Indeed, in February 1997 Berezovsky himself flew to Chechnya on a chartered flight to pick up two ORT journalists who had been kidnapped. A Chechen who served as an intermediary in securing the release of those journalists subsequently said that Berezovsky had paid a ransom of US$800,000. Khunkarpasha Israpilov, who then headed the Chechen government’s security department, said at the time that Berezovsky should have been arrested for collaborating with kidnappers. In August 1997, Patarkatsishvili participated directly in freeing Ilyas Bogatyrev (who is now the Monitor’s correspondent) and his cameraman from captivity in Chechnya. When Bogatyrev asked Patarkatsishvili how much had been paid in ransom, he was told never to ask the question again.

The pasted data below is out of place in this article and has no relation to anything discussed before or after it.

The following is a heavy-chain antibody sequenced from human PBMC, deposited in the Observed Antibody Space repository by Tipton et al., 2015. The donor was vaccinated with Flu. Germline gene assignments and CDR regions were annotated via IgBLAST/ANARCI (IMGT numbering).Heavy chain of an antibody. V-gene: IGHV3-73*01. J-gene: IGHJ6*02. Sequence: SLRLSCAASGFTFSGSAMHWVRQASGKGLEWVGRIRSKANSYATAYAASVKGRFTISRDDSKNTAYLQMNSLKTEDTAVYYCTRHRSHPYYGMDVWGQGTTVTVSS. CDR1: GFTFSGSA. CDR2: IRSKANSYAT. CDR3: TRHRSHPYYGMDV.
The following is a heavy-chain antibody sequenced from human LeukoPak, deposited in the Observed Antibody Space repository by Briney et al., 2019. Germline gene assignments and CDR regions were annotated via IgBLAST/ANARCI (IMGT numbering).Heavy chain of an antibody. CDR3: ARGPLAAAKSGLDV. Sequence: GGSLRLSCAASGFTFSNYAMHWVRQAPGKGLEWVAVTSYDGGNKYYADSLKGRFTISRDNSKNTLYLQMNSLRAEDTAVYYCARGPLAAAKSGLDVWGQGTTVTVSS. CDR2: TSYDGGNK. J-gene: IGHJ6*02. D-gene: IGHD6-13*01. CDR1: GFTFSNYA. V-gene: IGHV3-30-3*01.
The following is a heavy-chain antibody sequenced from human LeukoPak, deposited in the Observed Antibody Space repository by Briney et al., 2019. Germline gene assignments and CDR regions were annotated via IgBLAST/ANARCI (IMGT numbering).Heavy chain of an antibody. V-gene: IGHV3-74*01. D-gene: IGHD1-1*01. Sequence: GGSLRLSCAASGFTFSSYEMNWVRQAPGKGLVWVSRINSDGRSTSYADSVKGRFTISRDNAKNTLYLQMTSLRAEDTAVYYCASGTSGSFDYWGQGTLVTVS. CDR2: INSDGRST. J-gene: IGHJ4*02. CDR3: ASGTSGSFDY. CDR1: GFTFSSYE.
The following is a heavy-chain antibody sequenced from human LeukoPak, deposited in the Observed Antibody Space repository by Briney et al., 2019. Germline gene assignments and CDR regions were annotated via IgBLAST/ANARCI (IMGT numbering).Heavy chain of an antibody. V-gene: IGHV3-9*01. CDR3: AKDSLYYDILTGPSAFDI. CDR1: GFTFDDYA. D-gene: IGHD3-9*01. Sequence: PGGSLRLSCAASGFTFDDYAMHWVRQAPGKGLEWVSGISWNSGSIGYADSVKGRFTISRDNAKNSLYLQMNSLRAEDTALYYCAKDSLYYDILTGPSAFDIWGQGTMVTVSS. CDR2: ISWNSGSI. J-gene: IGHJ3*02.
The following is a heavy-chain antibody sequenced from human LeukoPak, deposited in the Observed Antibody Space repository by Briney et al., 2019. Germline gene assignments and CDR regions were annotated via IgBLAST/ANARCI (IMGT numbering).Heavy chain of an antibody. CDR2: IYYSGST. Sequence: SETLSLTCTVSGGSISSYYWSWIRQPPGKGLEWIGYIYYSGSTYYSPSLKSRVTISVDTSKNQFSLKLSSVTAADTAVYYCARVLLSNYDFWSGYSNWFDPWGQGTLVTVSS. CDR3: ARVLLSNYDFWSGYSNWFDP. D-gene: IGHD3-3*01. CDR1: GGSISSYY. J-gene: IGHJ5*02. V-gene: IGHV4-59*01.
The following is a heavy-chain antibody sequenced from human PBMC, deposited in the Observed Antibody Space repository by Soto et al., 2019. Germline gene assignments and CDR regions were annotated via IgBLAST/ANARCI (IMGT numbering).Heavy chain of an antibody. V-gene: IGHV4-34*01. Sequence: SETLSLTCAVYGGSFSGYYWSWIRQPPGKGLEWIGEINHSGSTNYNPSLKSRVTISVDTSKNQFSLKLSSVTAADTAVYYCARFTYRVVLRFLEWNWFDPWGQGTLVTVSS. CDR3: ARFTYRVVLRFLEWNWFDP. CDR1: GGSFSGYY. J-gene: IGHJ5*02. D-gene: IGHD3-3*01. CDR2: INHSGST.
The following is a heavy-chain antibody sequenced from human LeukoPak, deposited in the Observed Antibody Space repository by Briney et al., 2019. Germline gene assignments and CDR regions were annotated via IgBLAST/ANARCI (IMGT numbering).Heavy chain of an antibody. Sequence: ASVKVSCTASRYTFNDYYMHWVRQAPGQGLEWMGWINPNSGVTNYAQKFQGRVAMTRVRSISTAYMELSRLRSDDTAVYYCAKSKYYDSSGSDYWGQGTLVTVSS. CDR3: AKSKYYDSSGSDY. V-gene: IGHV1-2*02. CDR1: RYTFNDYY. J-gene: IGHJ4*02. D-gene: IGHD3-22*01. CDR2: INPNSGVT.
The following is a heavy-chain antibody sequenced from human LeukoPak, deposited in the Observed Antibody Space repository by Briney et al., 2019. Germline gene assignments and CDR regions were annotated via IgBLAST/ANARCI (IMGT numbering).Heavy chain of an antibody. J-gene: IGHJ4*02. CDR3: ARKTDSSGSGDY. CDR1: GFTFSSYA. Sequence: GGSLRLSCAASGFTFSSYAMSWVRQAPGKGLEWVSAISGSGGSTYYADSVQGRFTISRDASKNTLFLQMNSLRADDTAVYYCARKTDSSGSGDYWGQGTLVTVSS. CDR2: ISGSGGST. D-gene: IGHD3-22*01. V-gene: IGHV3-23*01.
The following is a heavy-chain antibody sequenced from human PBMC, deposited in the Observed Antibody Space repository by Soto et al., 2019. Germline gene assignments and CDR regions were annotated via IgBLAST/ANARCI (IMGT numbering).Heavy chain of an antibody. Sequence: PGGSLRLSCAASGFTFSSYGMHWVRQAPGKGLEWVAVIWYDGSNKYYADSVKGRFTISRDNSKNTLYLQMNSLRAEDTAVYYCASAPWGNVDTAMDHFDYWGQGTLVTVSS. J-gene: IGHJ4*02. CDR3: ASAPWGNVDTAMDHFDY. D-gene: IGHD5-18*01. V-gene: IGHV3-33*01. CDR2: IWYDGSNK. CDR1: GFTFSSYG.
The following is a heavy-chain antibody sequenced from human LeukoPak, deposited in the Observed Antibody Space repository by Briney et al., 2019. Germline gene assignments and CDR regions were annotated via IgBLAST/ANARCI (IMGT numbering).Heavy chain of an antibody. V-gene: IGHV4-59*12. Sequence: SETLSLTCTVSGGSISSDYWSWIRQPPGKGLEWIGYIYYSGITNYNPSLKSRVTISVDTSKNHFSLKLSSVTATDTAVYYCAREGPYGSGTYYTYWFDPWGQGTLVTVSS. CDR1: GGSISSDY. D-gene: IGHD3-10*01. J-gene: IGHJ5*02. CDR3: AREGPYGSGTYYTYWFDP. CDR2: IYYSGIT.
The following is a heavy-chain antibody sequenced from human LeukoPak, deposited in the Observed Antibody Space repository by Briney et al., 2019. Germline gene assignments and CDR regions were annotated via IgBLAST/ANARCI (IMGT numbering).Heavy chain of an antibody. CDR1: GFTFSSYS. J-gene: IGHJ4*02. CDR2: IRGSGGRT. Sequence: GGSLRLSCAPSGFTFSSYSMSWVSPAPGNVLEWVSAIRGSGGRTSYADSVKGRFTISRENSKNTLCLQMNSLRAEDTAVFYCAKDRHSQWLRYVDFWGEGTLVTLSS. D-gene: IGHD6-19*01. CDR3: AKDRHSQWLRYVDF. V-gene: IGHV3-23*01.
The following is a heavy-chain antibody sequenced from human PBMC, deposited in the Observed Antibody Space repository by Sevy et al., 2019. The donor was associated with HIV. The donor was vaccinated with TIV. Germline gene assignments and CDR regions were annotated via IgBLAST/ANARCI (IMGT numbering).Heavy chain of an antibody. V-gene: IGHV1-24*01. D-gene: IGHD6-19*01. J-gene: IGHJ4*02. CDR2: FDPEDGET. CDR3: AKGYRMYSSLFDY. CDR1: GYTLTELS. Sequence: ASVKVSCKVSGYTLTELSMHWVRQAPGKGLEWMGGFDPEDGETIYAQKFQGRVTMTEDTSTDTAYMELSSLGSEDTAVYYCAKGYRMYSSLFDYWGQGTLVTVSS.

Whether Berezovsky deliberately organized the kidnapping of journalists in Chechnya, as some contend, or his payment of ransoms simply encouraged further hostage taking, as other say, it might be argued that his activities in Chechnya were simply fulfilling Kremlin policy there. Indeed, the kidnapping of the correspondents had the effect of turning the national media, which had mainly opposed the first Chechen military campaign (1994-1996), against the Chechen rebels. In addition, much of the money paid to ransom the journalists went to extremist rebel field commanders who opposed Maskhadov. Among them was Arbi Baraev, who was behind a number of kidnappings and murders, allegedly including the beheading of four Western telecommunications workers in 1998. Baraev, who was killed by federal forces last year, reportedly maintained ties with foreign radical Islamist groups, including Osama bin Laden’s al-Qaida.